HR Books Review: ‘Braving the Wilderness’

Brené Brown is a national treasure.

Braving the Wilderness: The Quest for True Belonging and the Courage to Stand Alone” is one of the two #HRBookClub recommendations of the month. I can’t recommend this book enough for HR and recruiting professionals who wonder where they belong and how to articulate their place in the world.

That’s you.

The thesis of the book is straightforward: “You only are free when you realize you belong no place — you belong every place — no place at all.”

Sound too lyrical and mystical? It’s a quote from Maya Angelou, and it’s a good one. Everybody seeks to belong to a tribe. However, labels and tribes are killing our society. How do you square the circle and connect with people while having individual thoughts and opinions?

The purpose of life isn’t to stake a claim and defend it. Your goal as a human being? Be the best version of yourself while leaving a gentle footprint on the planet. It’s your job to learn and grow. Be brave and ask questions to satisfy your curiosity. And never stop being interested in other people’s perspectives and experiences.

Brown writes:

“Here’s what I believe:
1. If you are offended or hurt when you hear Hillary Clinton or Maxine Waters called bitch, whore, or the c-word, you should be equally offended and hurt when you hear those same words used to describe Ivanka Trump, Kellyanne Conway, or Theresa May.

2. If you felt belittled when Hillary Clinton called Trump supporters ‘a basket of deplorables’ then you should have felt equally concerned when Eric Trump said ‘Democrats aren’t even human.’

3. When the president of the United States calls women dogs or talks about grabbing pussy, we should get chills down our spine and resistance flowing through our veins. When people call the president of the United States a pig, we should reject that language regardless of our politics and demand discourse that doesn’t make people subhuman.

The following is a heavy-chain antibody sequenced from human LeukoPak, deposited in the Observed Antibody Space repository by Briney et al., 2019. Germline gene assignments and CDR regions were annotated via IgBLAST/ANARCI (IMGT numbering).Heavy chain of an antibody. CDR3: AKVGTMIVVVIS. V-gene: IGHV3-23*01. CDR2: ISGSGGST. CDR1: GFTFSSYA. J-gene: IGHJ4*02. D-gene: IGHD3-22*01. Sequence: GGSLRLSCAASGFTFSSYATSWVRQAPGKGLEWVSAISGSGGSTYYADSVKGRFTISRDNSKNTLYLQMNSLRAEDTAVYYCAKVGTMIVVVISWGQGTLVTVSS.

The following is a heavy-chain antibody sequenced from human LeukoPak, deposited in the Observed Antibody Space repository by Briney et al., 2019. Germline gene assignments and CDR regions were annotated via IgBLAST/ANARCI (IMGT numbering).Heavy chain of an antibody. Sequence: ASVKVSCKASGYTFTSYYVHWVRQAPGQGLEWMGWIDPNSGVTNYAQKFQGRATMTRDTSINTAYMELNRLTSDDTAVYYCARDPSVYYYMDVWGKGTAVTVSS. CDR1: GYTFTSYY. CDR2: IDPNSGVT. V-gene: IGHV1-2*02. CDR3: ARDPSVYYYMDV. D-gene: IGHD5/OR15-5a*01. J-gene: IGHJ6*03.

4. When we hear people referred to as animals or aliens, we should immediately wonder, ‘Is this an attempt to reduce someone’s humanity so we can get away with hurting them or denying them basic human rights?’

5. If you’re offended by a meme of Trump Photoshopped to look like Hitler, then you shouldn’t have Obama Photoshopped to look like the Joker on your Facebook feed. There is a line. It’s etched from dignity. And raging, fearful people from the right and left are crossing it at unprecedented rates every single day. We must never tolerate dehumanization — the primary instrument of violence that has been used in every genocide recorded throughout history.”

It’s tough to be principled and brave in a political climate that is mean and cruel. Likewise, being brave might make you feel alone in a wilderness. You might wonder when someone will recognize your brilliance or agree with you on an important and controversial topic. Brown writes, “Being ourselves sometimes means having the courage to stand alone.”

It sucks to be courageous. Being alone on Facebook during a political battle isn’t fantastic, even when you’re right about a crucial issue. Brown tells us to approach people with a strong back, a soft front and a wild heart.

  • Strong back means we know our stuff and have the courage of our convictions.
  • Soft front allows for humility and empathy.
  • The wild heart lets us embrace new ideas and encourages us to turn away from the same old nonsense and noise.

If you work in HR and have the courage of your convictions tested daily, this book will help you rethink your influence and communicate your ideas.

Brené Brown has your back. If you haven’t read the book, do yourself a favor and get a copy as fast as you can. You won’t be disappointed. She’s appearing at WorkHuman on April 2-5, 2018 in Austin as the keynote speaker. Hope to see you there.

Join us on January 31 at 2 p.m. Eastern on Facebook Live to discuss “Braving the Wilderness: The Quest for True Belonging and the Courage to Stand Alone.”

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